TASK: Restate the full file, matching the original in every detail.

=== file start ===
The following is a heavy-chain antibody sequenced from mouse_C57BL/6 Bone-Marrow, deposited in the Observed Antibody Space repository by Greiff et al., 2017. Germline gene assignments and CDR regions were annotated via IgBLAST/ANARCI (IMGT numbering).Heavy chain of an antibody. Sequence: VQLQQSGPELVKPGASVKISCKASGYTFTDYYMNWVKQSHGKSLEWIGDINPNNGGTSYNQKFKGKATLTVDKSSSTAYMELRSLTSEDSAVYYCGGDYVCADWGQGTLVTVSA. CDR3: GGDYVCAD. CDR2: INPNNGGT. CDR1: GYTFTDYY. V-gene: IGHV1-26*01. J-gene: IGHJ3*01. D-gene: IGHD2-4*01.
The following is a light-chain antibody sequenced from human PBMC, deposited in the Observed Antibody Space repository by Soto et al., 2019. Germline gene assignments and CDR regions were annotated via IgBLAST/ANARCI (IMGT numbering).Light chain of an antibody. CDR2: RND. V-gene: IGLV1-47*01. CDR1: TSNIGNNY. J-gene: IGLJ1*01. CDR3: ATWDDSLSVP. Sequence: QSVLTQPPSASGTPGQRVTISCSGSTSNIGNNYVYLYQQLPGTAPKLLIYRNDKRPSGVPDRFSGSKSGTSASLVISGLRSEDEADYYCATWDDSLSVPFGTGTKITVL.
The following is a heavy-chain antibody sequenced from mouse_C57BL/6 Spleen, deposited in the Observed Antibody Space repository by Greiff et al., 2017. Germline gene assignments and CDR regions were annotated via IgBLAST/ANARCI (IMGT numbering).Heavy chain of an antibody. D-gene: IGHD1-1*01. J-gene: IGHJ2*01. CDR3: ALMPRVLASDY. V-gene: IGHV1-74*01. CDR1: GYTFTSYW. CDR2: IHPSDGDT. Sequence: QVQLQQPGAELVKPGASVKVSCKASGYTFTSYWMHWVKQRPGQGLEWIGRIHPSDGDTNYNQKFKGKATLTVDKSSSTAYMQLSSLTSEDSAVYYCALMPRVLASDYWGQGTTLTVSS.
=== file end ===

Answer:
The following is a heavy-chain antibody sequenced from mouse_C57BL/6 Bone-Marrow, deposited in the Observed Antibody Space repository by Greiff et al., 2017. Germline gene assignments and CDR regions were annotated via IgBLAST/ANARCI (IMGT numbering).Heavy chain of an antibody. Sequence: VQLQQSGPELVKPGASVKISCKASGYTFTDYYMNWVKQSHGKSLEWIGDINPNNGGTSYNQKFKGKATLTVDKSSSTAYMELRSLTSEDSAVYYCGGDYVCADWGQGTLVTVSA. CDR3: GGDYVCAD. CDR2: INPNNGGT. CDR1: GYTFTDYY. V-gene: IGHV1-26*01. J-gene: IGHJ3*01. D-gene: IGHD2-4*01.
The following is a light-chain antibody sequenced from human PBMC, deposited in the Observed Antibody Space repository by Soto et al., 2019. Germline gene assignments and CDR regions were annotated via IgBLAST/ANARCI (IMGT numbering).Light chain of an antibody. CDR2: RND. V-gene: IGLV1-47*01. CDR1: TSNIGNNY. J-gene: IGLJ1*01. CDR3: ATWDDSLSVP. Sequence: QSVLTQPPSASGTPGQRVTISCSGSTSNIGNNYVYLYQQLPGTAPKLLIYRNDKRPSGVPDRFSGSKSGTSASLVISGLRSEDEADYYCATWDDSLSVPFGTGTKITVL.
The following is a heavy-chain antibody sequenced from mouse_C57BL/6 Spleen, deposited in the Observed Antibody Space repository by Greiff et al., 2017. Germline gene assignments and CDR regions were annotated via IgBLAST/ANARCI (IMGT numbering).Heavy chain of an antibody. D-gene: IGHD1-1*01. J-gene: IGHJ2*01. CDR3: ALMPRVLASDY. V-gene: IGHV1-74*01. CDR1: GYTFTSYW. CDR2: IHPSDGDT. Sequence: QVQLQQPGAELVKPGASVKVSCKASGYTFTSYWMHWVKQRPGQGLEWIGRIHPSDGDTNYNQKFKGKATLTVDKSSSTAYMQLSSLTSEDSAVYYCALMPRVLASDYWGQGTTLTVSS.